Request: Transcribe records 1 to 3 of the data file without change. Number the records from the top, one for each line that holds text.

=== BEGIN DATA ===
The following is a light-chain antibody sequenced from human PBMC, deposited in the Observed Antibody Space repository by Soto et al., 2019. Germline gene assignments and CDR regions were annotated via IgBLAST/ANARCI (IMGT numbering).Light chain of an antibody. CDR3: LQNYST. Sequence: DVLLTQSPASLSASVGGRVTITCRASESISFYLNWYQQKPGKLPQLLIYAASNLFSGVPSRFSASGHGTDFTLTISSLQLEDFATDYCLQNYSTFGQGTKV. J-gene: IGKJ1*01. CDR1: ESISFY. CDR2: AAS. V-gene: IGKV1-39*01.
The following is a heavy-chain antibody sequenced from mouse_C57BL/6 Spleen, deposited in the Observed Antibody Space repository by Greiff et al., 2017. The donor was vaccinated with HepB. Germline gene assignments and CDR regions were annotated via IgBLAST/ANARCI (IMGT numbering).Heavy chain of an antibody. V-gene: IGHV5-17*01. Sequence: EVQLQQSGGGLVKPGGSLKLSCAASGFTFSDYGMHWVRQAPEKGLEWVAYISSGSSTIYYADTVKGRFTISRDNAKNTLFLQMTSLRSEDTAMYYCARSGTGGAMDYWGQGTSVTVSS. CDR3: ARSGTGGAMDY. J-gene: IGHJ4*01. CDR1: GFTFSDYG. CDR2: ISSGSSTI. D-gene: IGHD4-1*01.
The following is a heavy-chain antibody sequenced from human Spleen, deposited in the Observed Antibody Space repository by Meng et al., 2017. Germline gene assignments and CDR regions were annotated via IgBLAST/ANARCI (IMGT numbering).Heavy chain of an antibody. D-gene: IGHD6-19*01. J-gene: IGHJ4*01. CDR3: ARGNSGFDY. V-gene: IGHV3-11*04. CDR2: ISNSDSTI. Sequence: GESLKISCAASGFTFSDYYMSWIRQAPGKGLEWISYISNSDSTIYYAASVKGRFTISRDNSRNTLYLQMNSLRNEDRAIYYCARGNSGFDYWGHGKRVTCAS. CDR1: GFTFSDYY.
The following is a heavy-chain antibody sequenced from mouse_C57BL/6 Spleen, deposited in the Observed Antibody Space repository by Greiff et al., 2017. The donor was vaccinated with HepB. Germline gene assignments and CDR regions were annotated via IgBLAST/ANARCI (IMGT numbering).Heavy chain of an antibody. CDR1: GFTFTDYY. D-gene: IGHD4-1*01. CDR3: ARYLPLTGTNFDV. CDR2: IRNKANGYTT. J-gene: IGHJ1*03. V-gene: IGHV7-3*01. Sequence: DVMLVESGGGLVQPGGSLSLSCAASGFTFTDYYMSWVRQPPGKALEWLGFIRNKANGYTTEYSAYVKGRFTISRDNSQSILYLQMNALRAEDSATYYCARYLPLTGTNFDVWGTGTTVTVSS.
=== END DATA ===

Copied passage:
The following is a light-chain antibody sequenced from human PBMC, deposited in the Observed Antibody Space repository by Soto et al., 2019. Germline gene assignments and CDR regions were annotated via IgBLAST/ANARCI (IMGT numbering).Light chain of an antibody. CDR3: LQNYST. Sequence: DVLLTQSPASLSASVGGRVTITCRASESISFYLNWYQQKPGKLPQLLIYAASNLFSGVPSRFSASGHGTDFTLTISSLQLEDFATDYCLQNYSTFGQGTKV. J-gene: IGKJ1*01. CDR1: ESISFY. CDR2: AAS. V-gene: IGKV1-39*01.
The following is a heavy-chain antibody sequenced from mouse_C57BL/6 Spleen, deposited in the Observed Antibody Space repository by Greiff et al., 2017. The donor was vaccinated with HepB. Germline gene assignments and CDR regions were annotated via IgBLAST/ANARCI (IMGT numbering).Heavy chain of an antibody. V-gene: IGHV5-17*01. Sequence: EVQLQQSGGGLVKPGGSLKLSCAASGFTFSDYGMHWVRQAPEKGLEWVAYISSGSSTIYYADTVKGRFTISRDNAKNTLFLQMTSLRSEDTAMYYCARSGTGGAMDYWGQGTSVTVSS. CDR3: ARSGTGGAMDY. J-gene: IGHJ4*01. CDR1: GFTFSDYG. CDR2: ISSGSSTI. D-gene: IGHD4-1*01.
The following is a heavy-chain antibody sequenced from human Spleen, deposited in the Observed Antibody Space repository by Meng et al., 2017. Germline gene assignments and CDR regions were annotated via IgBLAST/ANARCI (IMGT numbering).Heavy chain of an antibody. D-gene: IGHD6-19*01. J-gene: IGHJ4*01. CDR3: ARGNSGFDY. V-gene: IGHV3-11*04. CDR2: ISNSDSTI. Sequence: GESLKISCAASGFTFSDYYMSWIRQAPGKGLEWISYISNSDSTIYYAASVKGRFTISRDNSRNTLYLQMNSLRNEDRAIYYCARGNSGFDYWGHGKRVTCAS. CDR1: GFTFSDYY.